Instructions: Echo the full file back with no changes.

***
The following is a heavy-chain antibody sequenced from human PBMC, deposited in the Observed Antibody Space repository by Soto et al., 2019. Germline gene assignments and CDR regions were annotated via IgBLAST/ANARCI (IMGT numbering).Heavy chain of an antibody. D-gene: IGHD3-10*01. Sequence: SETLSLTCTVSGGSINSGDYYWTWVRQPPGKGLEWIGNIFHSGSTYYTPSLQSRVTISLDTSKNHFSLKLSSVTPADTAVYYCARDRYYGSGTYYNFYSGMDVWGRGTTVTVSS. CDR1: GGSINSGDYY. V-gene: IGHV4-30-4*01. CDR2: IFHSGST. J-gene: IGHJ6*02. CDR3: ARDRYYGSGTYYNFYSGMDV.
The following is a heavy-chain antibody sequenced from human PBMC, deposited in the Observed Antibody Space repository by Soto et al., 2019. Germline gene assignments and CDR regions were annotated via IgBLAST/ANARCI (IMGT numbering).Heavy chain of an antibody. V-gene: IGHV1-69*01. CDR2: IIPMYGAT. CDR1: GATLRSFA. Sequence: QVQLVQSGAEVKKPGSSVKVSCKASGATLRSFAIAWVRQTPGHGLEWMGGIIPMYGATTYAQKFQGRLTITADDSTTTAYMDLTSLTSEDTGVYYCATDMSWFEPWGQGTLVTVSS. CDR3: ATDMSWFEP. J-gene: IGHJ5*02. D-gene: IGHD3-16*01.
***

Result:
The following is a heavy-chain antibody sequenced from human PBMC, deposited in the Observed Antibody Space repository by Soto et al., 2019. Germline gene assignments and CDR regions were annotated via IgBLAST/ANARCI (IMGT numbering).Heavy chain of an antibody. D-gene: IGHD3-10*01. Sequence: SETLSLTCTVSGGSINSGDYYWTWVRQPPGKGLEWIGNIFHSGSTYYTPSLQSRVTISLDTSKNHFSLKLSSVTPADTAVYYCARDRYYGSGTYYNFYSGMDVWGRGTTVTVSS. CDR1: GGSINSGDYY. V-gene: IGHV4-30-4*01. CDR2: IFHSGST. J-gene: IGHJ6*02. CDR3: ARDRYYGSGTYYNFYSGMDV.
The following is a heavy-chain antibody sequenced from human PBMC, deposited in the Observed Antibody Space repository by Soto et al., 2019. Germline gene assignments and CDR regions were annotated via IgBLAST/ANARCI (IMGT numbering).Heavy chain of an antibody. V-gene: IGHV1-69*01. CDR2: IIPMYGAT. CDR1: GATLRSFA. Sequence: QVQLVQSGAEVKKPGSSVKVSCKASGATLRSFAIAWVRQTPGHGLEWMGGIIPMYGATTYAQKFQGRLTITADDSTTTAYMDLTSLTSEDTGVYYCATDMSWFEPWGQGTLVTVSS. CDR3: ATDMSWFEP. J-gene: IGHJ5*02. D-gene: IGHD3-16*01.